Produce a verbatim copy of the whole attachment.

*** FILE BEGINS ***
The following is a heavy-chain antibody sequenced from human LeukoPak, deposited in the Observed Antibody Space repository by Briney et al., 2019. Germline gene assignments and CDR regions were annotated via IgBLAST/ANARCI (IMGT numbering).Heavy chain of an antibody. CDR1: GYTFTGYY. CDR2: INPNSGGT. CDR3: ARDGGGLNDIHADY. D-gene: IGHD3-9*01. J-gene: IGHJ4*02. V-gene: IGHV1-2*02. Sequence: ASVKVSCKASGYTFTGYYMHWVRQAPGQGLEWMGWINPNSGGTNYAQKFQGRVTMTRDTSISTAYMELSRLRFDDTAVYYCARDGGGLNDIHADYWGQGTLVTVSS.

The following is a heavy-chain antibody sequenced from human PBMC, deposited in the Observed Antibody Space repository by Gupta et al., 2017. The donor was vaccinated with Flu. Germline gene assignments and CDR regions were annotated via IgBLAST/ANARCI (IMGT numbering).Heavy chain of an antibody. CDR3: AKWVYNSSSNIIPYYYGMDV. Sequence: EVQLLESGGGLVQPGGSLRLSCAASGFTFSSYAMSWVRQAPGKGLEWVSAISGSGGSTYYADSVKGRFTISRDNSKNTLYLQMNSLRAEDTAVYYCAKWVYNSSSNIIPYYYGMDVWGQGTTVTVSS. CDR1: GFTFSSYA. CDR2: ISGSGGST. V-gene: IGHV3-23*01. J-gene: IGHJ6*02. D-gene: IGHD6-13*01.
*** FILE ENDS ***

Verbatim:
The following is a heavy-chain antibody sequenced from human LeukoPak, deposited in the Observed Antibody Space repository by Briney et al., 2019. Germline gene assignments and CDR regions were annotated via IgBLAST/ANARCI (IMGT numbering).Heavy chain of an antibody. CDR1: GYTFTGYY. CDR2: INPNSGGT. CDR3: ARDGGGLNDIHADY. D-gene: IGHD3-9*01. J-gene: IGHJ4*02. V-gene: IGHV1-2*02. Sequence: ASVKVSCKASGYTFTGYYMHWVRQAPGQGLEWMGWINPNSGGTNYAQKFQGRVTMTRDTSISTAYMELSRLRFDDTAVYYCARDGGGLNDIHADYWGQGTLVTVSS.

The following is a heavy-chain antibody sequenced from human PBMC, deposited in the Observed Antibody Space repository by Gupta et al., 2017. The donor was vaccinated with Flu. Germline gene assignments and CDR regions were annotated via IgBLAST/ANARCI (IMGT numbering).Heavy chain of an antibody. CDR3: AKWVYNSSSNIIPYYYGMDV. Sequence: EVQLLESGGGLVQPGGSLRLSCAASGFTFSSYAMSWVRQAPGKGLEWVSAISGSGGSTYYADSVKGRFTISRDNSKNTLYLQMNSLRAEDTAVYYCAKWVYNSSSNIIPYYYGMDVWGQGTTVTVSS. CDR1: GFTFSSYA. CDR2: ISGSGGST. V-gene: IGHV3-23*01. J-gene: IGHJ6*02. D-gene: IGHD6-13*01.